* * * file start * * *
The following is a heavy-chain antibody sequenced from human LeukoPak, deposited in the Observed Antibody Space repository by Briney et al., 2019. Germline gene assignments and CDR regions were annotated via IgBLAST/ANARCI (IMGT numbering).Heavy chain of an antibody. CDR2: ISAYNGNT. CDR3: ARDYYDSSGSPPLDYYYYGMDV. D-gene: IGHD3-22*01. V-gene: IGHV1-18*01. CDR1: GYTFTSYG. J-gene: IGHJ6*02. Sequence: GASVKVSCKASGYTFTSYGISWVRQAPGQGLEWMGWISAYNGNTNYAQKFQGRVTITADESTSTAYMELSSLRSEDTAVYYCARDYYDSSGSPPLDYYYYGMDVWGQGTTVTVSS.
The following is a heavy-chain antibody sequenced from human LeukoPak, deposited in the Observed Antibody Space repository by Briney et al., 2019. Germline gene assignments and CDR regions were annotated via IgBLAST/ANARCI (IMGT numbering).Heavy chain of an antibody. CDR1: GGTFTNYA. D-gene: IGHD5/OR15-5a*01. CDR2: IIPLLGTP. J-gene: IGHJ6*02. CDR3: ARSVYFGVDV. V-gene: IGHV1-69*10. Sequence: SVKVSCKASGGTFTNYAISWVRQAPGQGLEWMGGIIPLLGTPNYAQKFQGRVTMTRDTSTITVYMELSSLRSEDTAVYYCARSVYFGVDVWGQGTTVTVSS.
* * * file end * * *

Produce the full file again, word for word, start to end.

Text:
The following is a heavy-chain antibody sequenced from human LeukoPak, deposited in the Observed Antibody Space repository by Briney et al., 2019. Germline gene assignments and CDR regions were annotated via IgBLAST/ANARCI (IMGT numbering).Heavy chain of an antibody. CDR2: ISAYNGNT. CDR3: ARDYYDSSGSPPLDYYYYGMDV. D-gene: IGHD3-22*01. V-gene: IGHV1-18*01. CDR1: GYTFTSYG. J-gene: IGHJ6*02. Sequence: GASVKVSCKASGYTFTSYGISWVRQAPGQGLEWMGWISAYNGNTNYAQKFQGRVTITADESTSTAYMELSSLRSEDTAVYYCARDYYDSSGSPPLDYYYYGMDVWGQGTTVTVSS.
The following is a heavy-chain antibody sequenced from human LeukoPak, deposited in the Observed Antibody Space repository by Briney et al., 2019. Germline gene assignments and CDR regions were annotated via IgBLAST/ANARCI (IMGT numbering).Heavy chain of an antibody. CDR1: GGTFTNYA. D-gene: IGHD5/OR15-5a*01. CDR2: IIPLLGTP. J-gene: IGHJ6*02. CDR3: ARSVYFGVDV. V-gene: IGHV1-69*10. Sequence: SVKVSCKASGGTFTNYAISWVRQAPGQGLEWMGGIIPLLGTPNYAQKFQGRVTMTRDTSTITVYMELSSLRSEDTAVYYCARSVYFGVDVWGQGTTVTVSS.